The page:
The committee has thanked the minister for his response because there has been some movement in the government's position—namely, to adjust the explanatory memorandum to explain the circumstances. But that's not to say that the committee is satisfied with the minister's response. The Labor Party is opposing this legislation, and we'll express our disappointment in the government's position in that vote. But it should not in any way be put to the Senate that the position that's been outlined is an acceptance of the government's position. When the committee says, 'We'll draw these matters to the attention of the Senate and leave it to the Senate to make a judgement call on it,' that's simply a mechanism by which the committee says, 'We're not happy with what's happened, but we acknowledge that there has been some movement by the government.' But it's not satisfactory because these are questions that should have been answered in the primary legislation, and it should have outlined clear guidance on the mechanism by which exemptions will be raised in the future for the direction to policy officers in the department as to the way in which they administer this legislation. It's just not good enough to say, 'Look, we need the flexibility because we don't know what's going to happen in the future'—that's an age-old excuse within the Commonwealth Public Service these days—and to take away the responsibility of the parliament to make decisions about what is appropriate and what is not, particularly on policy questions.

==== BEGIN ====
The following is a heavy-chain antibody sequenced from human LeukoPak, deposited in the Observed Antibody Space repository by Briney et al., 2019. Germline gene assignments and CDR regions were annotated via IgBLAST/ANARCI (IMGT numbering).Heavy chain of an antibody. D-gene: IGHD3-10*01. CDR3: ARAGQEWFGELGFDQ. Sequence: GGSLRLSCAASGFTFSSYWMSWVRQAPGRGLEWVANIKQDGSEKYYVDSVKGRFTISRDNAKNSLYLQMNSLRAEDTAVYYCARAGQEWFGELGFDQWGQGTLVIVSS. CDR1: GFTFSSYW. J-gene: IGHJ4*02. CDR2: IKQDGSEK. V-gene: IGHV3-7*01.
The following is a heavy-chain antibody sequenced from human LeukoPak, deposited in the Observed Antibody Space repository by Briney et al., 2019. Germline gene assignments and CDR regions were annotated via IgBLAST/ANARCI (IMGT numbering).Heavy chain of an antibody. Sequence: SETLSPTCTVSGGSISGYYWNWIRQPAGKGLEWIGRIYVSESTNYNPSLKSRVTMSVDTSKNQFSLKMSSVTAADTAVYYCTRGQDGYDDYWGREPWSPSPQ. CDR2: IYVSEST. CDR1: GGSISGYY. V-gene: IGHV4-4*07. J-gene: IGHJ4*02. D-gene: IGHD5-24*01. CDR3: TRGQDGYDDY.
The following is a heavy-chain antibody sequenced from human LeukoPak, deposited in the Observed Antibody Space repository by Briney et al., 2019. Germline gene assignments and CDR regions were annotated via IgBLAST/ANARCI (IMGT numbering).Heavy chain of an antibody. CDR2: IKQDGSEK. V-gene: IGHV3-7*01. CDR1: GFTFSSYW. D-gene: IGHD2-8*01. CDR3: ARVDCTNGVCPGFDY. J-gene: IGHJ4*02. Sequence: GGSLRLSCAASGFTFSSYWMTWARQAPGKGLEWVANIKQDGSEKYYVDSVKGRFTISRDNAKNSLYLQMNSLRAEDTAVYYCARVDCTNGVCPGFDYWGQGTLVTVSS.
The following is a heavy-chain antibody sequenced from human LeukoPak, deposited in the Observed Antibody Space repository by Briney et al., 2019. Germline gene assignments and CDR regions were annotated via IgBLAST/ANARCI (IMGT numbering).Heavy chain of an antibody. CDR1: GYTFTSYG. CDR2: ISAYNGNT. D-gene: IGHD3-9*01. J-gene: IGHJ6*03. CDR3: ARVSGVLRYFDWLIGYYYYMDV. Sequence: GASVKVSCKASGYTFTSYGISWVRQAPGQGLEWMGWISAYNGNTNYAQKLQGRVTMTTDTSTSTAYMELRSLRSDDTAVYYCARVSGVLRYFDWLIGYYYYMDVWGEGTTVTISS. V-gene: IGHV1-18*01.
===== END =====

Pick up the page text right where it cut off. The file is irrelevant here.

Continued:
I've raised particular concerns about the way TEQSA is functioning at the moment, especially in regard to standards. I've indicated that I intend to pursue this with some vigour at the next round of estimates. I think the way we are seeing a number of private colleges now being moved into the category of university requires furthers explanation. When we have a series of Bible colleges being promoted as universities, we're entitled to know under what circumstances those decisions have been made and against what criteria they have been made. This is the sort of thing that I think we're entitled to pursue, and we certainly will at estimates.